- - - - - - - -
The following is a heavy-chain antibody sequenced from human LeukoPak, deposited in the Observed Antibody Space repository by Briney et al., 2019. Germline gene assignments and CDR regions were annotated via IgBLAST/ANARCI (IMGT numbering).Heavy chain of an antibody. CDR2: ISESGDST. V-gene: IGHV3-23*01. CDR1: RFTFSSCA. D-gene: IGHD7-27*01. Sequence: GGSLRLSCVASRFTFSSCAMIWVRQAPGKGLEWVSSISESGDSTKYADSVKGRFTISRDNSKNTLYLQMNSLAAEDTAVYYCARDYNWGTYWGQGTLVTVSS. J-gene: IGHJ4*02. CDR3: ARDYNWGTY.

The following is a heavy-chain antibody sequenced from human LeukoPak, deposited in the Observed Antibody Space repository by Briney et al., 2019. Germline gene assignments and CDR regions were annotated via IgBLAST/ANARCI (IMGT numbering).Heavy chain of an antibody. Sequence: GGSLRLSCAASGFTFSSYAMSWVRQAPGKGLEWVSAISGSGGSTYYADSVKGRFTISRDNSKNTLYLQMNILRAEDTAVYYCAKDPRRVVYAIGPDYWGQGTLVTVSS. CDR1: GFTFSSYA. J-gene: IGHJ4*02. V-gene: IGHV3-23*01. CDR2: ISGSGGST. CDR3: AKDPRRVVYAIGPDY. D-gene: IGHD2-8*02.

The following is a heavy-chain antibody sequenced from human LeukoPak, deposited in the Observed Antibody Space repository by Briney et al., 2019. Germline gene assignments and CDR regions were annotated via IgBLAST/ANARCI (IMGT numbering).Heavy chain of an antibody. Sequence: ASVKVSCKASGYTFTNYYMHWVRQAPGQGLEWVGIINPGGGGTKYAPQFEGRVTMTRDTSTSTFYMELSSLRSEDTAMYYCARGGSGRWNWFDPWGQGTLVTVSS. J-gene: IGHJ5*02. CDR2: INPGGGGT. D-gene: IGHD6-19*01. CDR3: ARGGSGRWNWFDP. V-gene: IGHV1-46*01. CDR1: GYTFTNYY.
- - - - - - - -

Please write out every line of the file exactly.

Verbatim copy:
The following is a heavy-chain antibody sequenced from human LeukoPak, deposited in the Observed Antibody Space repository by Briney et al., 2019. Germline gene assignments and CDR regions were annotated via IgBLAST/ANARCI (IMGT numbering).Heavy chain of an antibody. CDR2: ISESGDST. V-gene: IGHV3-23*01. CDR1: RFTFSSCA. D-gene: IGHD7-27*01. Sequence: GGSLRLSCVASRFTFSSCAMIWVRQAPGKGLEWVSSISESGDSTKYADSVKGRFTISRDNSKNTLYLQMNSLAAEDTAVYYCARDYNWGTYWGQGTLVTVSS. J-gene: IGHJ4*02. CDR3: ARDYNWGTY.

The following is a heavy-chain antibody sequenced from human LeukoPak, deposited in the Observed Antibody Space repository by Briney et al., 2019. Germline gene assignments and CDR regions were annotated via IgBLAST/ANARCI (IMGT numbering).Heavy chain of an antibody. Sequence: GGSLRLSCAASGFTFSSYAMSWVRQAPGKGLEWVSAISGSGGSTYYADSVKGRFTISRDNSKNTLYLQMNILRAEDTAVYYCAKDPRRVVYAIGPDYWGQGTLVTVSS. CDR1: GFTFSSYA. J-gene: IGHJ4*02. V-gene: IGHV3-23*01. CDR2: ISGSGGST. CDR3: AKDPRRVVYAIGPDY. D-gene: IGHD2-8*02.

The following is a heavy-chain antibody sequenced from human LeukoPak, deposited in the Observed Antibody Space repository by Briney et al., 2019. Germline gene assignments and CDR regions were annotated via IgBLAST/ANARCI (IMGT numbering).Heavy chain of an antibody. Sequence: ASVKVSCKASGYTFTNYYMHWVRQAPGQGLEWVGIINPGGGGTKYAPQFEGRVTMTRDTSTSTFYMELSSLRSEDTAMYYCARGGSGRWNWFDPWGQGTLVTVSS. J-gene: IGHJ5*02. CDR2: INPGGGGT. D-gene: IGHD6-19*01. CDR3: ARGGSGRWNWFDP. V-gene: IGHV1-46*01. CDR1: GYTFTNYY.